Today, many women continue to advocate for advancements in breast cancer prevention, patient care, and research. The attention these women bring to the cause generates the support women need when faced with a diagnosis.

Angelina Jolie and her mother

Angelina Jolie

After losing her mother to ovarian and breast cancer, megastar Angelina Jolie tested positive for the BRCA1 gene mutation, which increases a person’s chances of developing breast cancer. In 2013, Angelina underwent a prophylactic (preventative) double mastectomy to reduce her risk of developing cancer. Her story has inspired increasing numbers of women to undergo genetic testing and preventative care, reducing their risk of breast cancer.

Joan Lunden with no hair on the cover of People Magazine

Joan Lunden

Longtime Good Morning America host Joan Lunden was diagnosed with triple negative breast cancer (TNBC) in 2014. She later learned that she had dense breast tissue, a risk factor for breast cancer. In Joan’s 2015 book, Had I Known: A Memoir of Survival, Joan wrote candidly about what she learned from her breast cancer experience, and educated women on the risks that dense breast tissue pose. An advocate for women everywhere, Joan has shared her experience with thousands nationwide, encouraging them to persevere and thrive despite a cancer diagnosis.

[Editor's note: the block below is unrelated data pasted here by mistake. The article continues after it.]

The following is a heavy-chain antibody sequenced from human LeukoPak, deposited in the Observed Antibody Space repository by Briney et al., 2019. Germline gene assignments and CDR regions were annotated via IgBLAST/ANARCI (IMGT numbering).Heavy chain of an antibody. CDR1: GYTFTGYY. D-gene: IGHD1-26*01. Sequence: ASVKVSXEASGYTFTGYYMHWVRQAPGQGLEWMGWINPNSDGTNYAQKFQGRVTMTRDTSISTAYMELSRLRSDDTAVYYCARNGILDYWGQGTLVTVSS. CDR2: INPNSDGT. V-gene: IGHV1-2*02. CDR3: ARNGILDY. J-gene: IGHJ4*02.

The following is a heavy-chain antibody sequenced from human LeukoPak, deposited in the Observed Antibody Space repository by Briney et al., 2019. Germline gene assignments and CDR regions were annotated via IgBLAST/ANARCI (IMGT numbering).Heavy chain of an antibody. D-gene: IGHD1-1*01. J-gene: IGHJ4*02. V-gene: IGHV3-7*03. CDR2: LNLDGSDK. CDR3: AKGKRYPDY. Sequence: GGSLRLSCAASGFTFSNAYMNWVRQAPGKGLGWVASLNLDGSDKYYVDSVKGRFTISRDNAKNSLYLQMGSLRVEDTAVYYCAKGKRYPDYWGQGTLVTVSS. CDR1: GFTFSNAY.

Those affected by breast cancer today have better access to education, treatment, and resources due to the culmination of efforts by passionate women impacted by breast cancer who were never satisfied with the status quo and who gave their expertise and voices to the ongoing quest to eradicate breast cancer. We celebrate these women and their achievements this Women’s History Month!

National Breast Cancer Foundation is here for you and your loved ones. Whether you need support, education, or help during treatment, we have a team dedicated to getting you the help you deserve.

Publish Date: February 29, 2024


  1. Her name is Audre Lorde (AW-dree LORD; born Audrey Geraldine Lorde; February 18, 1934 – November 17, 1992) not “Andre Lorde” as you have written.

    • Thank you so much for bringing this to our attention. We have corrected the error.